MANILA -- The Department of Health (DOH) warned Friday that a home remedy being pushed by the Cebu provincial government against COVID-19 might end up spreading the new coronavirus.
"Tuob," a type of steam inhalation using hot water infused with herbal properties, can "aerosolize" the virus and "may lead to further transmission of the disease," said Health Undersecretary Maria Rosario Vergeire.
A Cebu provincial memo earlier "enjoined" employees to practice steam inhalation twice daily at their work areas as part of a wellness program against COVID-19.
"Buti kung nangyayari lang sa bahay-bahay. Ang sinasabi natin, [No problem is we're just practicing it at home. What we're saying is] let's be careful kasi [because] we are also having other people affected with what we do," Vergeire said in an online press briefing.
Vergeire said the public should be responsible to make sure "we are not going to be the cause of further transmission" of the virus.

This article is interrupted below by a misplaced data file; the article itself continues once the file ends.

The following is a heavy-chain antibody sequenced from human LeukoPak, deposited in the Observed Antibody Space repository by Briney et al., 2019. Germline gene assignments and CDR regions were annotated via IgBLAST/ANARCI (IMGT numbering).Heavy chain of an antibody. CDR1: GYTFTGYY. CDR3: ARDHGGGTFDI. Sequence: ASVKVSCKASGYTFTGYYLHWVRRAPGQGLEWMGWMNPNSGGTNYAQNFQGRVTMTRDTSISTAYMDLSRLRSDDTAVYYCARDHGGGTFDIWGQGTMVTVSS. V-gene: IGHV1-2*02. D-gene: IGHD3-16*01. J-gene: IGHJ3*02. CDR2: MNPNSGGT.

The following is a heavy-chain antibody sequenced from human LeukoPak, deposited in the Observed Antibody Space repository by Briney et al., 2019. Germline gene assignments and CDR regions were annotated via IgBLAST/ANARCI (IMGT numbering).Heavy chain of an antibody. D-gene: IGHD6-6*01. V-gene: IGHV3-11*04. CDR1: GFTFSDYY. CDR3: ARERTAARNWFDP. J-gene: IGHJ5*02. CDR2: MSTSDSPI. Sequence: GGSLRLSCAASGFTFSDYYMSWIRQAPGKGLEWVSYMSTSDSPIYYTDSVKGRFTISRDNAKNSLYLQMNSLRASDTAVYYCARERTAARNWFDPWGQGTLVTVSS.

A joint statement by several medical societies warned that steam inhalation could be "precarious, if done by infected individuals, as it may facilitate spread if done communally."
"Because steam inhalation does not kill the virus and may cause potential harm, we cannot, in good conscience, endorse its use as preventive or curative measure," they said.
Cebu Gov. Gwen Garcia earlier came under fire for publicly shaming doctors, who had criticized her steam inhalation remedy as cases continued to rise, particularly in Cebu City, which is administered independently.
As of Thursday, the city had 4,289 cases, 3,808 of which were considered "active." The province had 950 cases, of which 888 were active. Both areas have a combined death toll of 104, mostly in Cebu City.
The national government has deployed more than a hundred members of the elite police Special Action Force to enforce the coronavirus lockdown in Cebu City, whose residents and officials had been blamed for their supposed "complacency."
Vergeire said the DOH was looking into how the city practiced minimum health standards, such as physical distancing, after shifting to a more relaxed general community quarantine.
Health authorities are also checking if the surge in infections was driven by "imported cases" or local community transmission, she said, citing also certain mass gatherings that might have spread the virus.